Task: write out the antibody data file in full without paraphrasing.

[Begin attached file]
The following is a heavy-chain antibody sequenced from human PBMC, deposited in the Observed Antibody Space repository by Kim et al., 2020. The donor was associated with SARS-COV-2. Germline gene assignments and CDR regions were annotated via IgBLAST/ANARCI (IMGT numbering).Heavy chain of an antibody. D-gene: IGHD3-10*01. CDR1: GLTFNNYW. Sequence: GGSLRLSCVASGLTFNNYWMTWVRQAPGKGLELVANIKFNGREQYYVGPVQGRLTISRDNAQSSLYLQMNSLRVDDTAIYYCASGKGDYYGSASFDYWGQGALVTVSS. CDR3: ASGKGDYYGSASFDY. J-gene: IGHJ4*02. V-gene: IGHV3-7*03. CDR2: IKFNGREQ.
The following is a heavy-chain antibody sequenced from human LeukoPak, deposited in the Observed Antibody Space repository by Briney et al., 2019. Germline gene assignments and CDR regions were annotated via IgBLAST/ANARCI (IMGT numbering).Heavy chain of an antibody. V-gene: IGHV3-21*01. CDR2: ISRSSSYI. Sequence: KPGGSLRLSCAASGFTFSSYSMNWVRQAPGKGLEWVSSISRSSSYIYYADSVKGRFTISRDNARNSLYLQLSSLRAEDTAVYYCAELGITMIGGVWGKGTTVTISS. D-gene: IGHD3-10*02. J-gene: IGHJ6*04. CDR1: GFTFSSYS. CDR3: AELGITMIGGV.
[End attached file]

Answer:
The following is a heavy-chain antibody sequenced from human PBMC, deposited in the Observed Antibody Space repository by Kim et al., 2020. The donor was associated with SARS-COV-2. Germline gene assignments and CDR regions were annotated via IgBLAST/ANARCI (IMGT numbering).Heavy chain of an antibody. D-gene: IGHD3-10*01. CDR1: GLTFNNYW. Sequence: GGSLRLSCVASGLTFNNYWMTWVRQAPGKGLELVANIKFNGREQYYVGPVQGRLTISRDNAQSSLYLQMNSLRVDDTAIYYCASGKGDYYGSASFDYWGQGALVTVSS. CDR3: ASGKGDYYGSASFDY. J-gene: IGHJ4*02. V-gene: IGHV3-7*03. CDR2: IKFNGREQ.
The following is a heavy-chain antibody sequenced from human LeukoPak, deposited in the Observed Antibody Space repository by Briney et al., 2019. Germline gene assignments and CDR regions were annotated via IgBLAST/ANARCI (IMGT numbering).Heavy chain of an antibody. V-gene: IGHV3-21*01. CDR2: ISRSSSYI. Sequence: KPGGSLRLSCAASGFTFSSYSMNWVRQAPGKGLEWVSSISRSSSYIYYADSVKGRFTISRDNARNSLYLQLSSLRAEDTAVYYCAELGITMIGGVWGKGTTVTISS. D-gene: IGHD3-10*02. J-gene: IGHJ6*04. CDR1: GFTFSSYS. CDR3: AELGITMIGGV.